• Protecting The Finger Lakes
  • Educating People About Our Natural Resources
  • Working Together Regionally
  • Protecting The Finger Lakes
  • Educating People About Our Natural Resources
  • Working Together Regionally
  • Protecting The Finger Lakes
  • Educating People About Our Natural Resources
  • Working Together Regionally
  • Protecting The Finger Lakes

News

Another Successful Finger Lakes Issues Briefing “For the Sake of the Lakes:

On June 26, 2015, the Ventosa Winery on Seneca Lake hosted a lively discussion about current issues facing the Finger Lakes. Lisa Cleckner, Executive Director of the Finger Lakes Institute served as moderator with presentations being given by Nancy Mueller from the NYS Federation of Lakes and Hilary Mosher from the Finger Lakes invasive species program (PRISM).  Also attending were State representatives and aides from throughout the Finger Lakes.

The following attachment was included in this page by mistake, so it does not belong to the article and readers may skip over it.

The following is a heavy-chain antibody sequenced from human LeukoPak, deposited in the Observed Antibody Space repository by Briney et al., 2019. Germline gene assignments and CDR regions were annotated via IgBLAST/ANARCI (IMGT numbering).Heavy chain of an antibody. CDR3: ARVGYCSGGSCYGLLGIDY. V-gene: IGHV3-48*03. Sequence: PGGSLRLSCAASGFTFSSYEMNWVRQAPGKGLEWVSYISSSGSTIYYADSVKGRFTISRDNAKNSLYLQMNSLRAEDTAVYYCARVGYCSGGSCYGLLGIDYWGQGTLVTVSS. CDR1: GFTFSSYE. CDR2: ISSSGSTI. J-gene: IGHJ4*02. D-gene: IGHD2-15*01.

The highlights of the discussion appeared in Waterworks, the newsletter of the NYS Federation of Lakes Association.

“Hilary Mosher from the Finger Lakes Partnership for Regional Invasive Species Management discussed the impact of invasive species, and NYSFOLA Manager Nancy Mueller urged increased staffing for the NYS Department of Environmental Conservation as follows: Over the last two decades, what was once the NYS DEC “Lakes Services Section” (responsible for monitoring, assessment, management, permit review, technical assistance, special studies, research, public education, etc.) has been drastically reduced. In the late 1980’s-1990’s, this section had 8-10 staff members in Albany, In addition, each of the 9 DEC regional offices had a designated “lake manager” who handled at least some of the lake related work load.

During this time, the DEC Division of Water was heavily involved in acid rain research, the restoration of Onondaga Lake, administering and developing management plans for many large lakes, helping lake related organizations, and contributing to other activities in support of private and public lake management. Since then, many of the same lake related issues remain while new issues have moved to the forefront.